If it has a successor, could it possibly be successful? Here we have the sequel to the original Cooler Master Sentinel Advance gaming mouse – the Sentinel Advance II. It has a lot in tow, from software features to hardware design, but does it have what it takes to be called the ultimate gaming mouse? Read on our full review to find out.
Design & Construction
Just like the rest of the gaming mice out there, this one’s bigger & heavier than your regular mouse. The feel is a mix of rubber and metal, giving it a more mechanical look with gray and black color schemes. The wire also feels durable, and it certainly won’t feel like it’s gonna break.
Above is the left & right click buttons, with 3 more extra buttons plus the scroll wheel. The button on top instantly changes the profile settings & the two below the scroll wheel can change the DPI into presets you’ve set with the software. You’ll also see on top, the small display and an LED light that adds a touch to the design once plugged in.
There’s nothing from the right side of the mouse to where your palm would sit. On the left you’ll find a place for your thumb and two more easily accessible keys, which are programmable and doesn’t do anything by default.
Down below you’ll find the mouse sensor, more LED lights, some branding and a space that seems to be for the battery, but isn’t. Pry the door open and you’ll find weights that measure at 4.5g each, just in case you want to adjust the weight of the device – coming in very useful.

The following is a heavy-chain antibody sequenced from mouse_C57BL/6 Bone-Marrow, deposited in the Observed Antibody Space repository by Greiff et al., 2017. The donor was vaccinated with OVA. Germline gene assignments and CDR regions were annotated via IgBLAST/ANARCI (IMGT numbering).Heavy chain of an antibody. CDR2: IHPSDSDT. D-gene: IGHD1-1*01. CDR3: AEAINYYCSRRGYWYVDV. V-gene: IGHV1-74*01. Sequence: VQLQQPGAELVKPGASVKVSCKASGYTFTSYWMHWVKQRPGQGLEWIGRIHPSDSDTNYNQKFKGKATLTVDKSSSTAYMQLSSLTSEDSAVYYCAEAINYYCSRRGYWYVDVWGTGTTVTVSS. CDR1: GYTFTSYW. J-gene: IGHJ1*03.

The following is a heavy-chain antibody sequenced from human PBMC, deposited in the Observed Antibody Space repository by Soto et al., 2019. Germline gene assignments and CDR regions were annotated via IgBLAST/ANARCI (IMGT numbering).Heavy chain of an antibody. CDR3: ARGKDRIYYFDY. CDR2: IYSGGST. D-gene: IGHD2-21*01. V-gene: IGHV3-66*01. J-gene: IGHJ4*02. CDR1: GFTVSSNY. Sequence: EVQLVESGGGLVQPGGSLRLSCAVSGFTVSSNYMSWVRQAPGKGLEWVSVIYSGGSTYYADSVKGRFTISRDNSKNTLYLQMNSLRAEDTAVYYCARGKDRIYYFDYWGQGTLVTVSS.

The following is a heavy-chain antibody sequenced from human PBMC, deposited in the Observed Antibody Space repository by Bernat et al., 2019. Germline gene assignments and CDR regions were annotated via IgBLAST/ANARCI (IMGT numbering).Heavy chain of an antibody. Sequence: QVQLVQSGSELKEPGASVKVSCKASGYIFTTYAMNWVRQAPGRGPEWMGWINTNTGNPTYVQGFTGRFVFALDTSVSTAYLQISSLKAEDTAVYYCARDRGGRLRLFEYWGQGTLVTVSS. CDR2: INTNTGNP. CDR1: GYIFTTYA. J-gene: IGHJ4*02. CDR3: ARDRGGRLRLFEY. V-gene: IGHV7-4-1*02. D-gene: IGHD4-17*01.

Just like the Trigger keyboard that we reviewed, software didn’t come in-box nor programmed inside the peripheral. We had to download it online at 118MB – which is very inconvenient.
Once you get it up and running, you can set up profiles already, .BMP images for customization and of course, add macros and scripts to help you in making shortcuts for gaming. The software has a steeper learning curve than the Trigger’s software as it offers a lot more options, but once you get along with it, it will work well according to your needs.
We tried it in first person shooter games and the buttons on the right side, we programmed for grenades, jumps and all that stuff, and works very conveniently. We no longer needed to go halfway across the keyboard, and the keys were fairly accessible and responsive. We didn’t find ourselves switching profiles too often, and if your gaming space is limited, it’s quite hard to maneuver the mouse as it is wide and huge.
Weight didn’t cause much of a problem, and on regular day-to-day tasks, it can work just similarly to your non-gaming mouse.
The Sentinel Advance II packs a lot of features, no doubt about it. It gives you a lot of options and settings for a good gaming experience, but to us, the size is quite large. The weight can be adjusted up to a certain point, but the dimensions can’t be dealt with so easily. For $60, this one’s an easy buy if you have a lot of space, but if you’re a gamer on the go, or just one who barely has space on the desktop table, you need to think about it.
Cooler Master Sentinel Advance II specs:
Avago ADNS-9800 Laser Sensor
8 programmable buttons
128 KB memory
1000 Hz /1 ms polling rate
Up to 150 ips velocity
200 – 8200 DPI
5 x 4.5g weight fine-tuning system
83.6 x 135 x 40 mm (dimensions)
139 g (weight)
What we liked about it:
- Tons of modifiable settings (scripts, macros etc.)
What we didn’t like about it:
- Too wide